But with Brazilian stocks drifting downward for the past two years—and showing significant weakness since March of this year (see chart)—it is fair to ask: is the party over?
The short answer is “no,” though investors may want to consider sitting out a song or two.
Brazilians have said for decades, tongue in cheek, that Brazil is the country of the future—and that it always will be. It seems that every time Brazil started to make real development progress, the familiar hurdles of hyperinflation, class warfare and government instability would get in the way. Brazil, for all of its potential, had never quite been able to reach that tipping point of middle-income, democratic stability—but there is real reason to believe that this might finally be changing.
Brazil’s domestic economy is healthy, and the country’s living standards continue to rise at a clip not seen in a generation. According to Morningstar, Brazilians classified as “middle class” grew from 38% of the population in 2001 to 55% last year. For a country of Brazil’s size, that amounts to over 32 million people. To give a little perspective, if the 32 million Brazilians that became middle class over the past decade were an American state, they would be bigger than Texas and only slightly smaller than California.
Why the Middle Class Matters
Revolutions are rarely born in the tree-lined streets of suburbia. Once you take on the trappings of middle class life—a job to keep, a home to maintain, neighbors to keep up with—you have a stake in the system. Those with a stake in the system have an interest in stability, and stability breeds prosperity.
Furthermore, a consumer-based economy is far less volatile than one dominated by commodities and exports. Brazil still depends far too heavily on both—and I will address that shortly—but its middle-class consumer market is making its presence felt.
Before I go any further, I should note that “middle class” means something very different in Brazil than it does in the United States. Someone earning $10,000 per year and living in a 500 square-foot home (which they may or may not have proper title to) would be considered middle class in Brazil. It may not be life in a 1950s-themed Norman Rockwell painting, but it is enough to provide for basic needs and to allow a reasonable budget for discretionary purchases such as contemporary clothes, mobile phones, and the occasional meal in a restaurant.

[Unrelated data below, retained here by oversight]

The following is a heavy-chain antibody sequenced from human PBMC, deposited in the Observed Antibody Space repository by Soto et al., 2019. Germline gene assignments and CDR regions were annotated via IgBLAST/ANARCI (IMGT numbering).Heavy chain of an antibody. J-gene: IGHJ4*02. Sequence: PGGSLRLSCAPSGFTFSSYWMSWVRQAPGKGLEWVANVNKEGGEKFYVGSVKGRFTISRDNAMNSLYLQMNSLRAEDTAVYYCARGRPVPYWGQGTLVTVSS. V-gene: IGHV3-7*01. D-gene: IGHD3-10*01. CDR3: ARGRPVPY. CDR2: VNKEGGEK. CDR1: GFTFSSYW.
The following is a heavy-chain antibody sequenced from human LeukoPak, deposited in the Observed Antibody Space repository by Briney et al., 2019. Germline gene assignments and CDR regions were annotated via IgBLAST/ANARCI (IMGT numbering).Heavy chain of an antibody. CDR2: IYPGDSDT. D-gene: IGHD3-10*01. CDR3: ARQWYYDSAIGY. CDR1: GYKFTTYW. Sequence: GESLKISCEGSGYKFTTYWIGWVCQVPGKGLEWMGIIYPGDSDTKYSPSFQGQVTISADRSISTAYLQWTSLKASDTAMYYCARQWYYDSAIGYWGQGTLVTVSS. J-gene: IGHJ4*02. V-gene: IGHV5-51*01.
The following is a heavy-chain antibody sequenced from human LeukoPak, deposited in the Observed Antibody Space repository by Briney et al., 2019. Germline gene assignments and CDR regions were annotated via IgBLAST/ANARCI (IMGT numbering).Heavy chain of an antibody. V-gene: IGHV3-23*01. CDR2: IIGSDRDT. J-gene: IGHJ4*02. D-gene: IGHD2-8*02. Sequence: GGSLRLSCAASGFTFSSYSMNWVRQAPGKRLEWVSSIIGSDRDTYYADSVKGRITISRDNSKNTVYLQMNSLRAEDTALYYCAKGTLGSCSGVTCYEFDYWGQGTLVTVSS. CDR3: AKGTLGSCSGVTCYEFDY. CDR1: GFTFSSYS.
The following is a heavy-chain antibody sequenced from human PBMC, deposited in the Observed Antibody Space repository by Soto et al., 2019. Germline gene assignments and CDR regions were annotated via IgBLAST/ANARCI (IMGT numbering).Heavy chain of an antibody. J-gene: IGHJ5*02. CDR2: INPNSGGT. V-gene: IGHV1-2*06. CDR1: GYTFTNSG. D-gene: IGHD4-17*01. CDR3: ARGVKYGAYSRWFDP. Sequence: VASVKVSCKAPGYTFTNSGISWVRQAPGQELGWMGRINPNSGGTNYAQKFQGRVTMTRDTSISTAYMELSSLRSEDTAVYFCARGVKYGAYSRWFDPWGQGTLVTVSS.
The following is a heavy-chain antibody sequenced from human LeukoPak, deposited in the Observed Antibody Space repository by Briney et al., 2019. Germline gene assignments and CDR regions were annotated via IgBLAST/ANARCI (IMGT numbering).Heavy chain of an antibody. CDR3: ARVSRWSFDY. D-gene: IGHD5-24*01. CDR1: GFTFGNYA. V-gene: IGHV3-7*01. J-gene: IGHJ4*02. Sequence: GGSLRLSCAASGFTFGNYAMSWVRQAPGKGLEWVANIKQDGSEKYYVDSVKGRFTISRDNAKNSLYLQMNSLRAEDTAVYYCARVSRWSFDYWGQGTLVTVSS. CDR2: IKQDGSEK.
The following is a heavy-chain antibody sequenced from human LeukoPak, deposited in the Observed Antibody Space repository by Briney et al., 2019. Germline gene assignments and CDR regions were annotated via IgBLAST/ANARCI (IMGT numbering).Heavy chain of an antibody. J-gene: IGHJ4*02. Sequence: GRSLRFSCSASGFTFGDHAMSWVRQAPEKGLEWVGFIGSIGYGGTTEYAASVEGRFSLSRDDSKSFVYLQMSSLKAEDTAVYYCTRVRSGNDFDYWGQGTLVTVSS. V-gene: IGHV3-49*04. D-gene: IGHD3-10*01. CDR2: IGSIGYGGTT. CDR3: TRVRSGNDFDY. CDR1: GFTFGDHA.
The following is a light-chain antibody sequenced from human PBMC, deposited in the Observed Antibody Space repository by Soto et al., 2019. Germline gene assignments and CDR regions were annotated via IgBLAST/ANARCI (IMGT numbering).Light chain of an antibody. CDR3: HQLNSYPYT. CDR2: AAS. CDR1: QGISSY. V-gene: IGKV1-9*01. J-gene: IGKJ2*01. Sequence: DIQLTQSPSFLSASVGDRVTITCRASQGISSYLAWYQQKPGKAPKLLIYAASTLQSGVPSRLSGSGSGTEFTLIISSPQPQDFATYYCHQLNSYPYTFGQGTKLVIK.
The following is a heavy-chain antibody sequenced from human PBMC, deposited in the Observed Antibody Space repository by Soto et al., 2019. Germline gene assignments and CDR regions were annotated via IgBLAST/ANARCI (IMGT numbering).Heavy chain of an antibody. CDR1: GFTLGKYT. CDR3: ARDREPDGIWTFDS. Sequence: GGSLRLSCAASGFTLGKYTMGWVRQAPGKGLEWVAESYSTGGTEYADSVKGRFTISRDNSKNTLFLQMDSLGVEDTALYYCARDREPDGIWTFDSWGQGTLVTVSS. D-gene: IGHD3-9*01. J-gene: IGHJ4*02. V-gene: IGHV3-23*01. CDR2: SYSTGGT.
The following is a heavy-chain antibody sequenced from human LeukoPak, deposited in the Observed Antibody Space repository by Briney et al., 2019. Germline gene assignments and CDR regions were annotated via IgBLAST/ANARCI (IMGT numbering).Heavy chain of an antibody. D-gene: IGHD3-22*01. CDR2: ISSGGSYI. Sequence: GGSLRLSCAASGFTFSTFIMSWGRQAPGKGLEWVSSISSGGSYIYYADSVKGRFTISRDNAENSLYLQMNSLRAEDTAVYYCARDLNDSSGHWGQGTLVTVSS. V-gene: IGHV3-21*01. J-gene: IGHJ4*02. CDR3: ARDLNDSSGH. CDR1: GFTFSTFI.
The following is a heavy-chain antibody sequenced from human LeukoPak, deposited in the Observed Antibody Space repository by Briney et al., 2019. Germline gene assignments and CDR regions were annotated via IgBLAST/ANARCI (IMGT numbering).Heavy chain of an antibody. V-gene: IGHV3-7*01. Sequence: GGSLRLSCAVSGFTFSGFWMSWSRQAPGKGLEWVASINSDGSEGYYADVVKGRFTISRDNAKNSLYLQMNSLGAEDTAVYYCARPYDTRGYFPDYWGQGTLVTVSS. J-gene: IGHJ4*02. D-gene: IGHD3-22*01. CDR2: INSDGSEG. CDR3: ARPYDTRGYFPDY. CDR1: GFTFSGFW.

Collectively, Brazil’s retail market is worth about $230 billion, and I only see this growing in the years ahead.
China: the Elephant in the Room
If Brazil’s outlook is so rosy, why has its stock market underperformed both the S&P 500 and the iShares MSCI Emerging Markets ETF (NYSE:EEM)?
Figure 1: Brazil, Emerging Markets, and the S&P 500
To be sure, some of the weakness is due to the strength of the Brazilian currency, the real, and fears that it might be due for a correction. Already, Brazil’s industrial firms have suffered from the same “hollowing out” that ravaged American manufacturers in the 1980s and 1990s during the years of the strong dollar. Brazil’s government has vowed that it will not lose a “currency war” with other emerging markets, and investors take those claims seriously.
But the biggest worry has little to do with Brazil and everything to do with China. China may or may not be heading for a “hard landing” (it is my view that China’s slowdown will be relatively mild), but Chinese commodity consumption should moderate in the months and years ahead as its pace of urbanization slows. And given that Europe looks to be mired in recession and crisis for a while, the West is not likely to support higher prices either. This presents a major risk to Brazil and other commodity exporting nations like Australia and South Africa.
So, even while Brazilian stocks are cheap—the stocks making up EEM collectively trade for just 10 times earnings—the fear is that the earnings may come under pressure as commodity demand inevitably falls.
Though I tend to take a contrarian position when “everyone” agrees on the direction of commodity prices, this time I am tempted to agree. I cannot see commodities enjoying a sustained uptrend when final demand is weak and prices are already artificially inflated by new ETFs, mutual funds, and other “investment” products that track commodities. (Yes, “investment” should be in quotation marks. An ETF or mutual fund that rolls over commodities futures contracts is not an investment. It is a speculation, and given that many popular commodities are trading in contango, a rather poor one.)
Still, I would not want to bet against the Brazilian consumer. The growth of the middle class is real, and I believe the change is durable this time.
Investors will probably want to shy away from the popular iShares MSCI Brazil ETF (EWZ) due to its high concentration in materials and energy. But investors with a long time horizon might find value in some of Brazil’s world-class consumer-oriented stocks. I have written favorably about mega brewer AmBev (ABV), and I would reiterate that view today. AmBev is a fantastic way to benefit from rising incomes among Brazil’s newly-minted middle class consumers, and it pays a great dividend of 3.7%.
Another good option would be Arcos Dorados (ARCO), which was one of the stocks selected in InvestorPlace’s 10 stocks for 2012 contest. Arcos Dorados is the largest McDonalds (MCD) franchise operator in Latin America, and about a third of the company’s revenues come from Brazil.
Arcos has had a rough start to the year, but the stock should be a fantastic long-term vehicle to play rising living standards in the region.
About the author:
Mr. Sizemore has been a repeat guest on Fox Business News, has been quoted in Barron’s Magazine and the Wall Street Journal, and has been published in many respected financial websites, including MarketWatch, TheStreet.com, InvestorPlace, MSN Money, Seeking Alpha, Stocks, Futures, and Options Magazine and The Daily Reckoning.